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Reviewed by:
  • Friedrich Nietzsche on the Philosophy of Right and the State
  • Peter Bien
Nikos Kazantzakis, Friedrich Nietzsche on the Philosophy of Right and the State. Translated and with an introduction, notes, and additional comments by Odysseus Makridis. Albany, New York: State University of New York Press. 2006. Pp. xvii + 124. Cloth $50.00.

We have been waiting a long time for a translation of Kazantzakis's doctoral dissertation, written in Paris in 1908 in katharevousa, revised and published in Heraklion in 1909. However, it is good that we have waited, since the translator was now able to use a new, corrected edition of the dissertation, usefully edited by Patroclos Stavrou, published in Athens by Ekdoseis Kazantzaki in 1998. The present editor and translator, Odysseus Makridis, a professor of philosophy at Fairleigh Dickinson University who formerly taught at Brandeis, Bentley, and the Holy Cross School of Theology, is a scrupulous scholar whose notes are extremely helpful. When Kazantzakis misquotes Friedrich Nietzsche, or omits phrases without indicating the omission, Makridis sets this right. All references to Nietzsche are identified, and often commented upon. Necessary information is provided about the numerous and extremely diverse figures invoked by Kazantzakis, such as Charles Darwin, Charles Sanders Peirce, William James, Henri Poincaré, Robert Owen, Henri de Saint-Simon, Ludwig Feuerbach, Karl Marx, Henri Bergson, Arthur Schopenhauer, and Richard Wagner. A useful gloss is provided for "romantic pessimism" and other such professorial terms. A long explanation helps those who are unaware of Nietzsche's famous distinction between the Apollonian and Dionysian, and the reader is alerted to other commentators on Nietzsche's work; for example, Alexander Nehamas. And, to make everything easy to find, there is an exhaustive index, just the kind that every book needs and so many do not have. None of this could have been done better. The same is true of the translation. Accurate and clear, it alerts us to words that might have been translated differently; for example πνευματικός, which is rendered as "intellectual" but footnoted as also meaning "spiritual." I applaud the choice of "malaise" rather than "disease" for νόσος because it reminds us of le mal de siècle, which the context shows was clearly in Kazantzakis's mind as he sat in Paris writing the passage in question.

But what about Kazantzakis's view of Nietzsche? Makridis concludes that Kazantzakis's unapologetic, unpolished reflection on Nietzsche's neo-aristocratic ideology ought to be made more widely known. He adds: "Notwithstanding its youthful bravados and inexperienced enthusiasms, this work is more lucid than many a later gloss on Nietzsche's political thought." I would add that the [End Page 271] dissertation ought to be more widely known because it will make clear how right-wing Kazantzakis was in his youth. Left-wing admirers may be shocked to find him reinforcing some of Nietzsche's most forbidding teachings, but they may be helped when they find some of these same teachings in the so-called "utopia" of Kazantzakis's Odyssey, Book 15, which is so fascistically Nietzschean in many ways.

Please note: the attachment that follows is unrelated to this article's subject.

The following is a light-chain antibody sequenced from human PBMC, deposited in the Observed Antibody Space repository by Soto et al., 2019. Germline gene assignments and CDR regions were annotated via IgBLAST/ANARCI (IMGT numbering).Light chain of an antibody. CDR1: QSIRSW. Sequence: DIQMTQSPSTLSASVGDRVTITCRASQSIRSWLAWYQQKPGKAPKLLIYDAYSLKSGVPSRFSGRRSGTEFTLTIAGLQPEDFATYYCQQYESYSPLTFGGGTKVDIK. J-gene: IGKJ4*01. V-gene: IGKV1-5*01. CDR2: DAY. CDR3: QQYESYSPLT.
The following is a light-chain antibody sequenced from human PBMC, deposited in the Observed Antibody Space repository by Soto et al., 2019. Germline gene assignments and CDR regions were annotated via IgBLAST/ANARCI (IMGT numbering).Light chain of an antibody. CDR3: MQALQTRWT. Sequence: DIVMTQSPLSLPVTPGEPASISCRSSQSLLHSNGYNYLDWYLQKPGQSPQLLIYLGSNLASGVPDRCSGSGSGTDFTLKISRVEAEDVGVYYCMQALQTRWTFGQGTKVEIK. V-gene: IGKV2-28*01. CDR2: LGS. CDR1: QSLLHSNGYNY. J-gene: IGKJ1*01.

The dissertation begins with an appreciation of Nietzsche's personality. We find that Kazantzakis valued Nietzsche not just as a thinker whose ideas he could borrow, but as a full human prototype in whose joys and anguishes he could see his own struggles glorified. Furthermore, we find that Nietzsche's chief usefulness for Kazantzakis was as a destroyer of the old. For a new world-view, Kazantzakis turned elsewhere, primarily to Bergson. It is not surprising that the dissertation devotes much more space to the negative in Nietzsche—46 pages—than to the positive—11 pages. The background to both, Kazantzakis summarizes, is European nihilism, deriving chiefly from scientific advances such as Darwinism that were meant to answer eternal questions but actually illuminated only means, and not ends. The malaise of the century arises because of the contradiction between our leftover Christian ideals, on the one hand, and science's conception of reality, on the other.

Expanding on Nietzsche's negative views, the dissertation treats them under six headings: humanity, family, the state, religion, morality, and law. Human beings are a product of evolution, in no way different from the lower animals...

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Additional Information

ISSN
1086-3265
Print ISSN
0738-1727
Pages
pp. 271-273
Launched on MUSE
2010-07-09
Open Access
No
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